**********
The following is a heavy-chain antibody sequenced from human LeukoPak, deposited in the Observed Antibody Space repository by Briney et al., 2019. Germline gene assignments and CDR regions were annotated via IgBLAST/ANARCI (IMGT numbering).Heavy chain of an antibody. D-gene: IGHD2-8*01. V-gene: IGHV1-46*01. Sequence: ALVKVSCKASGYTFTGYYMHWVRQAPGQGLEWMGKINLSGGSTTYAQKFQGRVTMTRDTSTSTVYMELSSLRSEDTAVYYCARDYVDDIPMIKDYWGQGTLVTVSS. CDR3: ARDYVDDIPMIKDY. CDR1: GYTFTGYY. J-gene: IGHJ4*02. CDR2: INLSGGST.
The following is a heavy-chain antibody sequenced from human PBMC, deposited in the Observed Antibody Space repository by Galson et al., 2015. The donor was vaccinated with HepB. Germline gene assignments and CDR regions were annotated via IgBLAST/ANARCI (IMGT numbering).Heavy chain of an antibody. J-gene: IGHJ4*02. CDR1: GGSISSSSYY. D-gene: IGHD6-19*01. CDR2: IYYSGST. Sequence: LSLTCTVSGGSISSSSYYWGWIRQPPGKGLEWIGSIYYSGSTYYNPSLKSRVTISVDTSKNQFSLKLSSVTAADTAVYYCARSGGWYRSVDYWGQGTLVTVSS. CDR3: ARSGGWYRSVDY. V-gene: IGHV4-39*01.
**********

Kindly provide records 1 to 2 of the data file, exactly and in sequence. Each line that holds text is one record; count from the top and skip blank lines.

The following is a heavy-chain antibody sequenced from human LeukoPak, deposited in the Observed Antibody Space repository by Briney et al., 2019. Germline gene assignments and CDR regions were annotated via IgBLAST/ANARCI (IMGT numbering).Heavy chain of an antibody. D-gene: IGHD2-8*01. V-gene: IGHV1-46*01. Sequence: ALVKVSCKASGYTFTGYYMHWVRQAPGQGLEWMGKINLSGGSTTYAQKFQGRVTMTRDTSTSTVYMELSSLRSEDTAVYYCARDYVDDIPMIKDYWGQGTLVTVSS. CDR3: ARDYVDDIPMIKDY. CDR1: GYTFTGYY. J-gene: IGHJ4*02. CDR2: INLSGGST.
The following is a heavy-chain antibody sequenced from human PBMC, deposited in the Observed Antibody Space repository by Galson et al., 2015. The donor was vaccinated with HepB. Germline gene assignments and CDR regions were annotated via IgBLAST/ANARCI (IMGT numbering).Heavy chain of an antibody. J-gene: IGHJ4*02. CDR1: GGSISSSSYY. D-gene: IGHD6-19*01. CDR2: IYYSGST. Sequence: LSLTCTVSGGSISSSSYYWGWIRQPPGKGLEWIGSIYYSGSTYYNPSLKSRVTISVDTSKNQFSLKLSSVTAADTAVYYCARSGGWYRSVDYWGQGTLVTVSS. CDR3: ARSGGWYRSVDY. V-gene: IGHV4-39*01.